So break some rules, be creative, express yourself, and, in doing so, your innate queerness will emerge because it exists within you. This reimagining of the self, redefining of terms, and questioning of tradition are at the core of queerness itself and at the intersection of queerness with metalworking.
Claiming queer + metals
“Queer metal resonated with me deeply because it says the word open, vulnerable, challenging, and empathetic. It says we are creating a space for interrogation into why things are the way they are, and to be able to challenge gender norms in jewelry, mastery or techniques, and to fuck with traditions.
I love the notion of queer metal.”
Aaron Patrick Decker, he/him, @aaronpdecker
Art Pieces by Aaron Decker (Photo: Jenn Bondy)
Sometimes, just saying the words, asking the questions, creates the space to start a conversation. Some people wondered why anyone would take ownership of the term, as if queer metals could be owned, packaged, and sold. Others were excited by the term. For them, the existence of something called queer metal made them feel included in something.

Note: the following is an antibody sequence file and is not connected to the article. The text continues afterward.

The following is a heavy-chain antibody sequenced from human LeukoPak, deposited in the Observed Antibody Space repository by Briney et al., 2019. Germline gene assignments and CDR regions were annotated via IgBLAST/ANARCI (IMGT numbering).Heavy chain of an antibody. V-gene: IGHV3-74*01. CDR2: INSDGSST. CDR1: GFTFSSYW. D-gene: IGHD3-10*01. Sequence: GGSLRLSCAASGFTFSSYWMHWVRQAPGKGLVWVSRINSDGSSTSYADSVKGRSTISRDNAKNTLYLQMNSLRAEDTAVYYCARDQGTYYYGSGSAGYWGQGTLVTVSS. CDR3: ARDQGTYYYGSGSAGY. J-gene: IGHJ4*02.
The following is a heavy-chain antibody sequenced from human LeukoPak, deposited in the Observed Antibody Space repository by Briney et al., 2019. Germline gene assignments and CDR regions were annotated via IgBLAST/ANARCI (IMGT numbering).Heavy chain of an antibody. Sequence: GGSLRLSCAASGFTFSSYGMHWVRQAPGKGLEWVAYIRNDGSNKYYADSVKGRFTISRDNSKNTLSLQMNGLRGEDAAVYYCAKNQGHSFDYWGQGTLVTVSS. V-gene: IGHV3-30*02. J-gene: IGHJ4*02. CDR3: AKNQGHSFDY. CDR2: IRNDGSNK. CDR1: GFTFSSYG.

I’d like to briefly recognize the allies who responded to the survey and those who may be reading this essay, attending the exhibition, or following along online. For every queer artist who engaged with this project, there are many who could not participate. Some people still have reason to fear harm, pigeon-holing and shunning. Some worry that participating in a project like this one hampers their future prospects. Allies actively create safe spaces for queer people to exist without fear.
“My brothers, sisters, and siblings in the queer space make my craft better. They should be safe to explore it. It’s my duty to try and make that happen, whenever I can.”
Joshua Fincher, he/him, @theharlequinsforge
Joshua Fincher and David Bath (Photo: artist)
Over 100 people responded to the queer metals survey. They shared their experiences and perspectives with open minds and incredible vulnerability. Some people expressed doubt, others excitement at the possibility of combining these two words. Together, we thought about the potential of queerness and metals and found more than simple answers. After all, not all questions have answers. Some questions lead to conversations that generate more than any perfectly-contained answer could. The variety of responses, the diversity of intersectional identities that complicate any sense of the singularity of queerness, and the perspectives that shifted based on region, age, and sense of safety were big takeaways from this project. There is so much more contained within this question. If anything, this project is a beginning, a promise of things to come.